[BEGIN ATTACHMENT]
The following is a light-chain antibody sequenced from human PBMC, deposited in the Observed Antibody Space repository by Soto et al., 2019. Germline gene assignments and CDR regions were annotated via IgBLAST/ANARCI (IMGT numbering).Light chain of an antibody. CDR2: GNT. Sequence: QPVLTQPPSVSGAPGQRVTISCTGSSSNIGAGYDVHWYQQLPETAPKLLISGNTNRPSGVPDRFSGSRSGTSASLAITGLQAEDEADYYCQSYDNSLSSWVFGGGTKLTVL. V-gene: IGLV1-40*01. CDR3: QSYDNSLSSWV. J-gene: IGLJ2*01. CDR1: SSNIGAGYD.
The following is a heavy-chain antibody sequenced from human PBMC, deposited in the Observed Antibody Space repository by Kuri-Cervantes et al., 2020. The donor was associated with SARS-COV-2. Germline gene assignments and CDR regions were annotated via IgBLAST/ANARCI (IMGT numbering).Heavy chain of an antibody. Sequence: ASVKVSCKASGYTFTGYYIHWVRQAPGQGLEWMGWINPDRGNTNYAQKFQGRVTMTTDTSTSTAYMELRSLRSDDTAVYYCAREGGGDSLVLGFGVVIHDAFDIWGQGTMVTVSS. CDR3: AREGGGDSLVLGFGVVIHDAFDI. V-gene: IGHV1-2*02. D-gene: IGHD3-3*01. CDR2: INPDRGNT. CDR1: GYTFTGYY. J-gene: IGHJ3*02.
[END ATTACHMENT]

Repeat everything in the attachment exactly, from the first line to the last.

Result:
The following is a light-chain antibody sequenced from human PBMC, deposited in the Observed Antibody Space repository by Soto et al., 2019. Germline gene assignments and CDR regions were annotated via IgBLAST/ANARCI (IMGT numbering).Light chain of an antibody. CDR2: GNT. Sequence: QPVLTQPPSVSGAPGQRVTISCTGSSSNIGAGYDVHWYQQLPETAPKLLISGNTNRPSGVPDRFSGSRSGTSASLAITGLQAEDEADYYCQSYDNSLSSWVFGGGTKLTVL. V-gene: IGLV1-40*01. CDR3: QSYDNSLSSWV. J-gene: IGLJ2*01. CDR1: SSNIGAGYD.
The following is a heavy-chain antibody sequenced from human PBMC, deposited in the Observed Antibody Space repository by Kuri-Cervantes et al., 2020. The donor was associated with SARS-COV-2. Germline gene assignments and CDR regions were annotated via IgBLAST/ANARCI (IMGT numbering).Heavy chain of an antibody. Sequence: ASVKVSCKASGYTFTGYYIHWVRQAPGQGLEWMGWINPDRGNTNYAQKFQGRVTMTTDTSTSTAYMELRSLRSDDTAVYYCAREGGGDSLVLGFGVVIHDAFDIWGQGTMVTVSS. CDR3: AREGGGDSLVLGFGVVIHDAFDI. V-gene: IGHV1-2*02. D-gene: IGHD3-3*01. CDR2: INPDRGNT. CDR1: GYTFTGYY. J-gene: IGHJ3*02.